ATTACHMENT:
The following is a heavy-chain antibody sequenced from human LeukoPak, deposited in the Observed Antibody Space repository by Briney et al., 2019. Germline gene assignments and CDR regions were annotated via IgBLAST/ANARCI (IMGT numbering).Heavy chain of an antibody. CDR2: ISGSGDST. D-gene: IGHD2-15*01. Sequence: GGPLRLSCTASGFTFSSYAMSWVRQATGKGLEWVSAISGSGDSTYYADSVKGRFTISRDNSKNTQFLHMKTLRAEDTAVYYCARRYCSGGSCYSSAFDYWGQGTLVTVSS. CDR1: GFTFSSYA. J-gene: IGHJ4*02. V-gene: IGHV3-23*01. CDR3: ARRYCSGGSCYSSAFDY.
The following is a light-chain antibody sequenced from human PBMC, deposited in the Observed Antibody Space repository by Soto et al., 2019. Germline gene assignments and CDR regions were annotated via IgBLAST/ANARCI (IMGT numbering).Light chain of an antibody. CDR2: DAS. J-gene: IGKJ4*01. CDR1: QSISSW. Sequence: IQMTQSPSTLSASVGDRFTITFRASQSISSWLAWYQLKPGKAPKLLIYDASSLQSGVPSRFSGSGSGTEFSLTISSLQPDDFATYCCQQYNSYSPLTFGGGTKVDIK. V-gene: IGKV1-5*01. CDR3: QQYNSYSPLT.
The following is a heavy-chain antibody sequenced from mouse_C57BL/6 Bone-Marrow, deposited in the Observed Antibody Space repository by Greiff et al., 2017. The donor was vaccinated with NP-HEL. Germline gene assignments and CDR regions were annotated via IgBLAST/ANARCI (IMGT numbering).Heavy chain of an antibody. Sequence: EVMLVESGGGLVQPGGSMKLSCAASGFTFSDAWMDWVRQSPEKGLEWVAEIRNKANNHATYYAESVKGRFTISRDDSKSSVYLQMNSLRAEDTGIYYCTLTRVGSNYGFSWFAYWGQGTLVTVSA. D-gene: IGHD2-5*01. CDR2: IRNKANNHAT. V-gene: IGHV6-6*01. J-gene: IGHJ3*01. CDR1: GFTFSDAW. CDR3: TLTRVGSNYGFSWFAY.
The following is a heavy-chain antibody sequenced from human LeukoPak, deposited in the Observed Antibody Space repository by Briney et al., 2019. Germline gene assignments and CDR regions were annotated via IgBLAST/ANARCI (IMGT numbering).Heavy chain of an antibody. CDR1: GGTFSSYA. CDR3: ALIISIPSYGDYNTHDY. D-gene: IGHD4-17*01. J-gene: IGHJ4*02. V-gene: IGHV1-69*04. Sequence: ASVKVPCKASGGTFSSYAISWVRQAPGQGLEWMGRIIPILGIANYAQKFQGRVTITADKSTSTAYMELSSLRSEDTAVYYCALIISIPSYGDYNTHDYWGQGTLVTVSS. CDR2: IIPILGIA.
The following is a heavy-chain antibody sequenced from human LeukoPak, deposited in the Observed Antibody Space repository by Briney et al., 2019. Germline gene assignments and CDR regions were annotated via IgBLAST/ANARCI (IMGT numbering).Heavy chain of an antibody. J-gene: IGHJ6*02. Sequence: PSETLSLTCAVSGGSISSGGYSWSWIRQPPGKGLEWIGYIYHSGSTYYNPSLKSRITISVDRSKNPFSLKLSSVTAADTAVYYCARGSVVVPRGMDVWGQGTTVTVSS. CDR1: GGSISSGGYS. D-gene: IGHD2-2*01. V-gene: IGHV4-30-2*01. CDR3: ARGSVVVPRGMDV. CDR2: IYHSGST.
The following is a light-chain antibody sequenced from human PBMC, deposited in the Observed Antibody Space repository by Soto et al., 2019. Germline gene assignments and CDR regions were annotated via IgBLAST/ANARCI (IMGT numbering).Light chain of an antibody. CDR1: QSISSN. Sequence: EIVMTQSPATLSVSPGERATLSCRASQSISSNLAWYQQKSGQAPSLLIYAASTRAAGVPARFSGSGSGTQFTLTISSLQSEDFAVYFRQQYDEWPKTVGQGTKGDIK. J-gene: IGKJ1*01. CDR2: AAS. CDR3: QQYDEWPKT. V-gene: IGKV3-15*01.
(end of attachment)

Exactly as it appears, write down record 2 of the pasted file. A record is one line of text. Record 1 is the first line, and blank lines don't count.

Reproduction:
The following is a light-chain antibody sequenced from human PBMC, deposited in the Observed Antibody Space repository by Soto et al., 2019. Germline gene assignments and CDR regions were annotated via IgBLAST/ANARCI (IMGT numbering).Light chain of an antibody. CDR2: DAS. J-gene: IGKJ4*01. CDR1: QSISSW. Sequence: IQMTQSPSTLSASVGDRFTITFRASQSISSWLAWYQLKPGKAPKLLIYDASSLQSGVPSRFSGSGSGTEFSLTISSLQPDDFATYCCQQYNSYSPLTFGGGTKVDIK. V-gene: IGKV1-5*01. CDR3: QQYNSYSPLT.